Persuaded by this logic, I tried this.  It lasted two-thirds of a full day. We might enforce this strict caloric intake regiment, but our neighbors, friends and school do not.  In Kenya, if there's something cooking and a child wanders in the vicinity, they will be given a morsel and sent on their way. I couldn't get around it.

Same thing happened when I attempted to institute Druckerman's "kaka" permissiveness.  Again, she very convincingly explains that the French generally indulge a bunch of "poo poo" "ka ka" talk because they view it as a benign outlet of natural toddler naughtiness and choose to get worked up about more important battles.

I agree. But my expat friends generally do not.  So, we've had to backtrack on letting Caleb loose with the ka ka talk after watching his friends parents admonish their own kids for such clearly offensive potty talk. We might think it's no big deal, but that could translate into turning our sweet boy into the playground smack talker in relation to his clean-mouthed friends.

*********************

This is the crux of the problem. Americans generally parent as little islands.  We invent nuclear family rules that are sometimes reinforced, other times undermined and other times outright contradicted by wider society. We're constantly checking in with our friends and neighbors about what their children are allowed to do.  Can I give him a cookie?  Is he allowed to watch a cartoon?  Can I punish him for misbehaving?  What should form should that take?

But when everyone generally obeys the same rules, a lot of things happen.  First, you gain that oft sought-after "village" of support.  You can rely on your friends, neighbors, and relatives to help raise your children, confident that others are generally doing things the same way.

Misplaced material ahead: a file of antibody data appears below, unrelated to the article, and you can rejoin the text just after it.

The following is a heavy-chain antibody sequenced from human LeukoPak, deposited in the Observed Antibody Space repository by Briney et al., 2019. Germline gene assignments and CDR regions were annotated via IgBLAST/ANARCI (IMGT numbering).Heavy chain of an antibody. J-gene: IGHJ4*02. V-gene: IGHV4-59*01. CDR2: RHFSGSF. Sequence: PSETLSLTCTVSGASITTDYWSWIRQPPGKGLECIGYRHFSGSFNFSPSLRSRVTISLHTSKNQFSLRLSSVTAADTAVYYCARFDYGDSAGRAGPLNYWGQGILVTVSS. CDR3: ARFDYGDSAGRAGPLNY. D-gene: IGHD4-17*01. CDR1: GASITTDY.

You also become a less neurotic parent, wracked with self doubt that the particular parenting philosophy you've adopted is somehow suboptimal compared the that of your neighbors.  There's simply not as much of a choice, so there's less to be insecure about. (And less insecurity your children can sense and then exploit to their own advantage.)

Lastly, whatever child-rearing strategy your "village" is adopting is a lot more likely to actually make an impact, to have an influence on behavior, because it's continually reinforced, sending your children a clear and unequivocal message about "the rules."

I suppose this is why French strategies work in France, and Chinese strategies work so well in China. In the US we have the freedom to make up our own rules.  But this also means we have the considerable burden of deciding, among a large array of options, what those rules might be and of being the sole enforcer and arbiter of those rules.  It might just be too much to ask.